“The world blew up last year and the truth was revealed,” Paula Patton tells ET, describing how Hollywood has changed since allegations of sexual misconduct surfaced against multiple powerful men in the industry. We have been discussing the Time’s Up movement and an initiative to create gender parity behind the camera that grew out of these revelations, the airing of which she says she hopes will finally allow healing and greater opportunities for inclusion moving forward. “Whether it’s genuine or not, the doors are opening and we should run right through them. I don’t know, I just see great possibilities.”
While the 42-year-old actress is taking on her own behind-the-camera role as producer on her latest film, Traffik, which is in theaters April 20, she didn’t deliberately set out to be a part of a specific movement. She says women taking the reins is just “what’s happening” now.
In Traffik, Patton plays Brea, a woman who embodies the film’s “refuse to be a victim” tagline. Though the thriller about human trafficking, in which a couple is terrorized by a motorcycle gang during a romantic getaway, is grounded in a real-life issue, it’s not a “message” movie. “In my mind, nobody goes to the movies to go to school,” Patton says, adding: “I think that people need to make up their own minds. You give them the information, and then they can decide.”
Producing the film brings Patton’s career somewhat full circle. She started out at the University of Southern California producing student short films and documentaries before transitioning into acting as a 27-year-old with her small but head-turning debut role in Hitch. Patton graduated to leading lady status opposite Denzel Washington in 2006’s Déjà Vu and followed it with the Oscar-winning film Precious, before landing blockbusters like the Mission: Impossible franchise and 2 Guns. She most recently garnered attention for her turn as a mother trying to prevent the murder of her 8-year-old daughter on ABC’s time-twisting drama Somewhere Between.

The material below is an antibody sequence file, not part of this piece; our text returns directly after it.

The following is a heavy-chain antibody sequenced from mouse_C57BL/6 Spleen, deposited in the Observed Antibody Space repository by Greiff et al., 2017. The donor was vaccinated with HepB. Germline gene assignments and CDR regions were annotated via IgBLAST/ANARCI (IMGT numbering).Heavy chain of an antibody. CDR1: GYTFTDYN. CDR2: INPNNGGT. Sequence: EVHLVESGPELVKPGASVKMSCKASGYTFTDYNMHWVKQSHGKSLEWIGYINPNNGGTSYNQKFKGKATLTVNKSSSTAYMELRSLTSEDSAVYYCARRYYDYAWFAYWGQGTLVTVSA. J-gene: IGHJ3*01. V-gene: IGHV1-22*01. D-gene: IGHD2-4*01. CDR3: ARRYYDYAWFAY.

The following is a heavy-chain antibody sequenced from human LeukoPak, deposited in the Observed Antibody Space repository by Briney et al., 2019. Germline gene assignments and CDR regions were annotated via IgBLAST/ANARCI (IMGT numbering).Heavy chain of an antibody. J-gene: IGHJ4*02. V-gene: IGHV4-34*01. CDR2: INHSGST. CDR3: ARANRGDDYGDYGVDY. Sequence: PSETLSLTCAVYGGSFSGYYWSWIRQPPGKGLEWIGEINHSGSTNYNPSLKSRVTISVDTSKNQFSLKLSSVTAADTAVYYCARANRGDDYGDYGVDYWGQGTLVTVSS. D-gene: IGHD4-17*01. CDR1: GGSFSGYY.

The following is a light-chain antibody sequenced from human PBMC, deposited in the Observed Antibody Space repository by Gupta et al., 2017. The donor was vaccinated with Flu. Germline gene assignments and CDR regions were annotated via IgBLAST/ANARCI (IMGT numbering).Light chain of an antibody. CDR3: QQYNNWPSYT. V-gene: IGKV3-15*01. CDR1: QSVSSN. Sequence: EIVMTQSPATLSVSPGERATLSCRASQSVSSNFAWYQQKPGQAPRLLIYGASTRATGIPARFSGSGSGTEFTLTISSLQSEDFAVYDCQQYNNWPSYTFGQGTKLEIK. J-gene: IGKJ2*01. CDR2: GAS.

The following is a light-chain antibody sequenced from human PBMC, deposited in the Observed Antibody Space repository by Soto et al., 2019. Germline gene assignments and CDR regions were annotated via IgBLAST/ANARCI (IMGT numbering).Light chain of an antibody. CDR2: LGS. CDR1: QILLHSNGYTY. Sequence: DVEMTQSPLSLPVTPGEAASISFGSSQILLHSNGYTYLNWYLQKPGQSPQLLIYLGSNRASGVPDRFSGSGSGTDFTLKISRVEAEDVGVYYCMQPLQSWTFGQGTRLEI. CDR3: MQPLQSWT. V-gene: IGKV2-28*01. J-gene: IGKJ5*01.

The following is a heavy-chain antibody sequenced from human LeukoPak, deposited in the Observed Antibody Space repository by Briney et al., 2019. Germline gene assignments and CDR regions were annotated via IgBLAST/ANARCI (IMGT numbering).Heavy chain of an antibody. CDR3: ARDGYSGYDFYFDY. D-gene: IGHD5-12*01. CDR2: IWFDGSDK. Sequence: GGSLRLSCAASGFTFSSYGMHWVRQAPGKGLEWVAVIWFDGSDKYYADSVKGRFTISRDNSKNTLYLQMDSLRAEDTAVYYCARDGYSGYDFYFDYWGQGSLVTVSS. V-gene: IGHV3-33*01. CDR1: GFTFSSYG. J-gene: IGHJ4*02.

The opportunity to return to producing came after Codeblack Films president Jeff Clanagan brought her the script and suggested she star and produce, knowing, Patton says, of her desire to be in films that entertain but also “impart some new knowledge.” She likens it to Mary Poppins’ famous “spoonful of sugar” strategy. “I guess that’s the kind of movies I want to make, and I felt like I saw that opportunity in Traffik.”
But producing also offered Patton a chance to get involved more deeply in decisions about the script and casting, taking greater creative control in a way that was a natural extension of her instincts. “I feel like I did, in many ways, what I would have tried to do on many films but I didn’t really, necessarily, have the right to do,” she recalls. “I would always just push my way in and say, ‘Hey, have you thought about this?’”
She continues: “Oftentimes, I would just say, ‘I don’t care whose idea it is. You can take the credit, I just think it might help the film.’ I think this was the first time they actually had to listen to me a little bit.”
The freedom to flex her creative muscles is obviously sitting well with the newly cropped and blonde-haired Patton, who wears a pendant emblazoned with “Julian,” the name of her 8-year-old son, around her neck. She says she’s “never been more happy” with both her personal life and work life. “I think what my 42 years of life has given me is just how important it is to live your own life. You can’t care what anybody else thinks — even though your life is out there maybe for a bit of public consumption,” she says, perhaps alluding to her public split and custody battle with ex-husband Robin Thicke.
“I used to probably say the work is what would drive my happiness, and I don’t even know what my normal life was,” she adds. “But now I love my life, and then I love work, too.”
As seen on ETonline